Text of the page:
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PC sound setup advice

Discussion in 'Sound City' started by shaf, 18 Apr 2010.

  1. shaf

    Wise Guy

    Joined: 23 Sep 2007

    Posts: 1,144

    Hi,

    I have my pc connected to an old hifi system which I use for sound. I want to upgrade this to get better sound. I 've been searching the forums and net but always go round in a circle and give up on what would be the best solution.

    I own 3 spare front speakers (small centre and bookshelf fronts) which I had connected to my AV receiver (home cinema) setup.

    I might add a subwoofer at a later date.

    I generally use the PC for games and a little for music.

    What is the best (cheapest) option available to me to connect these to my PC? Or should I forget this option and just for a Logitech 5.1 solution.

    Thanks.
     
  2. Eddie

    Mobster

    Joined: 13 Feb 2006

    Posts: 4,828

    Location: --->

    Has your motherborad and receiver got digital connections (s/pdif)?

    If so then I'd say that would maybe be the cheapest way to do it. At least then you're using your existing speakers, and then maybe get an additional pair for the rear to give you 5.0 or 5.1 if you add a sub later on too.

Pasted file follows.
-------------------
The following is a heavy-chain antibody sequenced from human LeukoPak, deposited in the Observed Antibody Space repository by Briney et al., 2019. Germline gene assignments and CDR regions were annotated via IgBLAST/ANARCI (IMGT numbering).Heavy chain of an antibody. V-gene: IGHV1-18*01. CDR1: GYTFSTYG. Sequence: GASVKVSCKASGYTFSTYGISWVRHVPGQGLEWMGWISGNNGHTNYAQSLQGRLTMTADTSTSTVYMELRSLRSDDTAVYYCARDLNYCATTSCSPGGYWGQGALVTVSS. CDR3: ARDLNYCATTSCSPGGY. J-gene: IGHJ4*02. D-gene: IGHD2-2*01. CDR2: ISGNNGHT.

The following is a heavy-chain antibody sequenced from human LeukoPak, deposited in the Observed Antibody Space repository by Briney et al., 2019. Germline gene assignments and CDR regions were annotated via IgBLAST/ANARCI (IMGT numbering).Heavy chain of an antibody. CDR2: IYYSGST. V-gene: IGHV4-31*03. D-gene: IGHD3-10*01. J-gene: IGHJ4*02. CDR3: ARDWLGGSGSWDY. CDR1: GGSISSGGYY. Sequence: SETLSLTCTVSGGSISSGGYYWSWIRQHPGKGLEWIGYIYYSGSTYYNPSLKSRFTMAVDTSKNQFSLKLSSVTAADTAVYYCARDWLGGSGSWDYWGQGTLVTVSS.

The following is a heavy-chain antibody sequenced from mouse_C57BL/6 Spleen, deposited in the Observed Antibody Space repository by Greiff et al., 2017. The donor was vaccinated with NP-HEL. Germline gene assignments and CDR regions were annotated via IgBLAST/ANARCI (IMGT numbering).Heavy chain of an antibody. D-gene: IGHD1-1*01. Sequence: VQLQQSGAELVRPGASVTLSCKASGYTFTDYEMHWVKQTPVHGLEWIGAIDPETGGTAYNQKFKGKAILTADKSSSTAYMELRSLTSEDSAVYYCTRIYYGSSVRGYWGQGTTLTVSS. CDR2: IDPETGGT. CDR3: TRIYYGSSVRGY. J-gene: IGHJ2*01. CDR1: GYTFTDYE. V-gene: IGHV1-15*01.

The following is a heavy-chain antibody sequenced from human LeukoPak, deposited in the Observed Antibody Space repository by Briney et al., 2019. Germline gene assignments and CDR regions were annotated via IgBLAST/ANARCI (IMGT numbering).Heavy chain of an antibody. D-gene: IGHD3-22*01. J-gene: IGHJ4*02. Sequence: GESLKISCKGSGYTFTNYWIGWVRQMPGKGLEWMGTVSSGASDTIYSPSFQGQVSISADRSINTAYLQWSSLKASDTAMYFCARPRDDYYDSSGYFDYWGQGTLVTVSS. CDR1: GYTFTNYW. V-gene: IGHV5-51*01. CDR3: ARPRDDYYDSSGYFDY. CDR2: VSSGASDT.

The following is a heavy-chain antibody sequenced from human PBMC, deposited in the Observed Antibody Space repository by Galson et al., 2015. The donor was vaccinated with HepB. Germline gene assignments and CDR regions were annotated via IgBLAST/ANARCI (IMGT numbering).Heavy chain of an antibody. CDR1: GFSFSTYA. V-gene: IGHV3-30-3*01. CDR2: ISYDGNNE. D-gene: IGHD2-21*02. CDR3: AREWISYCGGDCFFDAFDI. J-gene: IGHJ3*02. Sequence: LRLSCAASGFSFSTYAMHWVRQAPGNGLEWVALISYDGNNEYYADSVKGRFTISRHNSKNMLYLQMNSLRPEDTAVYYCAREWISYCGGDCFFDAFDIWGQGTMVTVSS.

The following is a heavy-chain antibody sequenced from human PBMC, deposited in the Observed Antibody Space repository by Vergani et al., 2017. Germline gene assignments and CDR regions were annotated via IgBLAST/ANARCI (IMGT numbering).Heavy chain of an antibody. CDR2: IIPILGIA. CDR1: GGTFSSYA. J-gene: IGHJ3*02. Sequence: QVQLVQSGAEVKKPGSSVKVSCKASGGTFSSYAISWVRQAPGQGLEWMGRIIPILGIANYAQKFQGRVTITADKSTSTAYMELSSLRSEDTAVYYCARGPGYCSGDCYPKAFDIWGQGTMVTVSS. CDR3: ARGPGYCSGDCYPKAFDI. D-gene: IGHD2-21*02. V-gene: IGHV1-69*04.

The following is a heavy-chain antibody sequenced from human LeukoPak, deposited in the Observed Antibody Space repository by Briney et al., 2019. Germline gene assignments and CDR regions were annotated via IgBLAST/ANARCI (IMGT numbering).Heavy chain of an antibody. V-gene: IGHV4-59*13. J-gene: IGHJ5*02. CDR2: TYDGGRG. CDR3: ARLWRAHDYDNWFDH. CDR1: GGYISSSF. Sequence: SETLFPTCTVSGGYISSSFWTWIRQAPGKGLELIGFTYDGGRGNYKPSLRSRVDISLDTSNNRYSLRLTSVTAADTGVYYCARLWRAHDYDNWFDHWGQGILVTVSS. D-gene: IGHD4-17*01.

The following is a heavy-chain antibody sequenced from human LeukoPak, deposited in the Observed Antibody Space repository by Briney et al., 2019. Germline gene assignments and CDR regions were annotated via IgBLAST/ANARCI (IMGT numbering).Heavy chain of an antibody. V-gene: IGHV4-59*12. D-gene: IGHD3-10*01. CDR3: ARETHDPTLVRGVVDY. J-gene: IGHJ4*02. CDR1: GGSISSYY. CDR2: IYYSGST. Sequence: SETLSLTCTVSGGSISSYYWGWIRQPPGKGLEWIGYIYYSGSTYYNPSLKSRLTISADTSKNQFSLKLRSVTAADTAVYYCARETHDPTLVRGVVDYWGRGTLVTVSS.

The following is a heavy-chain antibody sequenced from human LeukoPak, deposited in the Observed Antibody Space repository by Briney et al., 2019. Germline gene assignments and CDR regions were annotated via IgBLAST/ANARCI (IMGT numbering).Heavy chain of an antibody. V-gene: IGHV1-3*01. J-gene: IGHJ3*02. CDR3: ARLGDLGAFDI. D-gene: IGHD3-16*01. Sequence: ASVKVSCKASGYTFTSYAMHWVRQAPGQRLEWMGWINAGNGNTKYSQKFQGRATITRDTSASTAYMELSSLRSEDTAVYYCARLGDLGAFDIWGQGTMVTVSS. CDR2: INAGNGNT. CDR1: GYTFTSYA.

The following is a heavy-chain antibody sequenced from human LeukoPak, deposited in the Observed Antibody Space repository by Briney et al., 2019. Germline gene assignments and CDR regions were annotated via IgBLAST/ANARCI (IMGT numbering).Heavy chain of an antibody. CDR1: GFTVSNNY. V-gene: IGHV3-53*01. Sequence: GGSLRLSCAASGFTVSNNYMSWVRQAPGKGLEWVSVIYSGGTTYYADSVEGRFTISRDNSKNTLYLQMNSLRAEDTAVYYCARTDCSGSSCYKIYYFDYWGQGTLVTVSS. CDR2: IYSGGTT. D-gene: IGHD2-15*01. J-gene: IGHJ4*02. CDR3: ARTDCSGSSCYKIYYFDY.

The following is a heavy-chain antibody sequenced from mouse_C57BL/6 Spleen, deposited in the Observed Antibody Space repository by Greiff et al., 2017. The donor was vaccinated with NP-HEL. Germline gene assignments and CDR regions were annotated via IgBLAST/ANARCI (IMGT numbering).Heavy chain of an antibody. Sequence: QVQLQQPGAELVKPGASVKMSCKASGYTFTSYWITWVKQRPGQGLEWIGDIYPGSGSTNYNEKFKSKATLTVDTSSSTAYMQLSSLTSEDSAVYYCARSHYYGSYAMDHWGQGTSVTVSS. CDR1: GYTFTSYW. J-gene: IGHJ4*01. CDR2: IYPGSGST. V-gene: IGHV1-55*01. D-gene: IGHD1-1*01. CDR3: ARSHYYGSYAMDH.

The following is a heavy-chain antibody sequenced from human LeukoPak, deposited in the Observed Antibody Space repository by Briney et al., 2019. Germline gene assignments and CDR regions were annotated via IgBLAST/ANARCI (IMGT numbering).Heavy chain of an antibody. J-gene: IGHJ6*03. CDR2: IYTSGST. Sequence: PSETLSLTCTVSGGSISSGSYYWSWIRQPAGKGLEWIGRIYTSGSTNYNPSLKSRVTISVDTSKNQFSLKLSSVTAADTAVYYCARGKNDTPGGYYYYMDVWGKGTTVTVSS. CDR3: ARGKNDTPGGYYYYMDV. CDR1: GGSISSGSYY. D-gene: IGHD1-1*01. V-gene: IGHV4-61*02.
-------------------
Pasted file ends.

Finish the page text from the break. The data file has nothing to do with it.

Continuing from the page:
3. shaf

    Wise Guy

    Joined: 23 Sep 2007

    Posts: 1,144

    Thanks for the reply shoot1st.

    My motherboard does have a spdif out but what would I connect this to? Amp?
     
  4. Eddie

    Mobster

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    Yeah, if your receiver has s/pdif then that would probably be the best option as you could then go for 5.1 (or whatever) for your gaming.

    Now that I think about it, I'm not sure if I read your OP correctly, do you still have the receiver? If you don't, does the amp you do have have a s/pdif connection?
     
  5. shaf

    Wise Guy

    Joined: 23 Sep 2007

    Posts: 1,144

    Sorry for not being clear.

    I do have a receiver but this in another room. If I go the reciever root then I will need to buy a new one for this purpose.